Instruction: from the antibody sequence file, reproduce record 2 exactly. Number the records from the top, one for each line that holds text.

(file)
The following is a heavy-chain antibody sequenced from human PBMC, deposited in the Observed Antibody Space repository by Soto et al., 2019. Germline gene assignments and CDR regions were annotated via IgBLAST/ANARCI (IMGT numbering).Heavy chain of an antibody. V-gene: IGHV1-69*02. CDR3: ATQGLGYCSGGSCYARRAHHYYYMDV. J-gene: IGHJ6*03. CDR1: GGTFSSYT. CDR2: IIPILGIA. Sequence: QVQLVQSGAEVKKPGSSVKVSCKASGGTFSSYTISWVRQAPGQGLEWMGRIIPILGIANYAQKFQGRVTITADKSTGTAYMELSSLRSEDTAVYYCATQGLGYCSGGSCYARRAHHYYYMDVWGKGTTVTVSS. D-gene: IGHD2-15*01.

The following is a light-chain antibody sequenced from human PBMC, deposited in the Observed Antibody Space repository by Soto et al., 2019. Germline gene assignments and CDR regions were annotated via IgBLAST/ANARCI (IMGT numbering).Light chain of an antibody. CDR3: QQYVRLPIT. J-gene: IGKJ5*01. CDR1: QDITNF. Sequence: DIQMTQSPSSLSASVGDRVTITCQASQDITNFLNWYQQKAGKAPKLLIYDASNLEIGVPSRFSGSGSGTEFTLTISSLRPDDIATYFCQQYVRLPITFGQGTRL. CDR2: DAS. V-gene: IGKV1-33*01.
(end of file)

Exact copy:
The following is a light-chain antibody sequenced from human PBMC, deposited in the Observed Antibody Space repository by Soto et al., 2019. Germline gene assignments and CDR regions were annotated via IgBLAST/ANARCI (IMGT numbering).Light chain of an antibody. CDR3: QQYVRLPIT. J-gene: IGKJ5*01. CDR1: QDITNF. Sequence: DIQMTQSPSSLSASVGDRVTITCQASQDITNFLNWYQQKAGKAPKLLIYDASNLEIGVPSRFSGSGSGTEFTLTISSLRPDDIATYFCQQYVRLPITFGQGTRL. CDR2: DAS. V-gene: IGKV1-33*01.